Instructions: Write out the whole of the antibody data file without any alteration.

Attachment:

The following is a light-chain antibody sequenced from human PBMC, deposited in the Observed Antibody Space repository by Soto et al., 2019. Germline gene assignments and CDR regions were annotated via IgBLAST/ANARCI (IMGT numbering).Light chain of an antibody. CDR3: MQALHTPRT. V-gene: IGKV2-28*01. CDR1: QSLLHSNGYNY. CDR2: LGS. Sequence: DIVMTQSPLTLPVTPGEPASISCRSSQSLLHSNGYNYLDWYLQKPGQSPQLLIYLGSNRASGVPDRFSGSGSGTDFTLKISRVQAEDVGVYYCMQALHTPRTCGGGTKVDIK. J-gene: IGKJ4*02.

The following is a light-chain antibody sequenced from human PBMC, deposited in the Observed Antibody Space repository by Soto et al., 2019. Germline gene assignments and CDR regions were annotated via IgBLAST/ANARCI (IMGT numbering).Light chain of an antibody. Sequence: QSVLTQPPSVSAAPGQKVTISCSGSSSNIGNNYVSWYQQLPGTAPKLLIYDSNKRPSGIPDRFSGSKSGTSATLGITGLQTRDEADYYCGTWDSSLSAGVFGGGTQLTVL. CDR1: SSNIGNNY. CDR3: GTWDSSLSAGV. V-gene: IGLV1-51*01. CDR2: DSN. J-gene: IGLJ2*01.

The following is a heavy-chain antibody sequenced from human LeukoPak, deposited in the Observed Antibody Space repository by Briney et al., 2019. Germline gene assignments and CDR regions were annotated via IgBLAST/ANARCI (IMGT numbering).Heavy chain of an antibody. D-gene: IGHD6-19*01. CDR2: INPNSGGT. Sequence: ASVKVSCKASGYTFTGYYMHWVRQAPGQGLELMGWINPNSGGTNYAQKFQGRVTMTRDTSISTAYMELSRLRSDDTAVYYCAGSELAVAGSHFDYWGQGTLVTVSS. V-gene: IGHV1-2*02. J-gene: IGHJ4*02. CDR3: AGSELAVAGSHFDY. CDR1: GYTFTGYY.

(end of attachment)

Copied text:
The following is a light-chain antibody sequenced from human PBMC, deposited in the Observed Antibody Space repository by Soto et al., 2019. Germline gene assignments and CDR regions were annotated via IgBLAST/ANARCI (IMGT numbering).Light chain of an antibody. CDR3: MQALHTPRT. V-gene: IGKV2-28*01. CDR1: QSLLHSNGYNY. CDR2: LGS. Sequence: DIVMTQSPLTLPVTPGEPASISCRSSQSLLHSNGYNYLDWYLQKPGQSPQLLIYLGSNRASGVPDRFSGSGSGTDFTLKISRVQAEDVGVYYCMQALHTPRTCGGGTKVDIK. J-gene: IGKJ4*02.

The following is a light-chain antibody sequenced from human PBMC, deposited in the Observed Antibody Space repository by Soto et al., 2019. Germline gene assignments and CDR regions were annotated via IgBLAST/ANARCI (IMGT numbering).Light chain of an antibody. Sequence: QSVLTQPPSVSAAPGQKVTISCSGSSSNIGNNYVSWYQQLPGTAPKLLIYDSNKRPSGIPDRFSGSKSGTSATLGITGLQTRDEADYYCGTWDSSLSAGVFGGGTQLTVL. CDR1: SSNIGNNY. CDR3: GTWDSSLSAGV. V-gene: IGLV1-51*01. CDR2: DSN. J-gene: IGLJ2*01.

The following is a heavy-chain antibody sequenced from human LeukoPak, deposited in the Observed Antibody Space repository by Briney et al., 2019. Germline gene assignments and CDR regions were annotated via IgBLAST/ANARCI (IMGT numbering).Heavy chain of an antibody. D-gene: IGHD6-19*01. CDR2: INPNSGGT. Sequence: ASVKVSCKASGYTFTGYYMHWVRQAPGQGLELMGWINPNSGGTNYAQKFQGRVTMTRDTSISTAYMELSRLRSDDTAVYYCAGSELAVAGSHFDYWGQGTLVTVSS. V-gene: IGHV1-2*02. J-gene: IGHJ4*02. CDR3: AGSELAVAGSHFDY. CDR1: GYTFTGYY.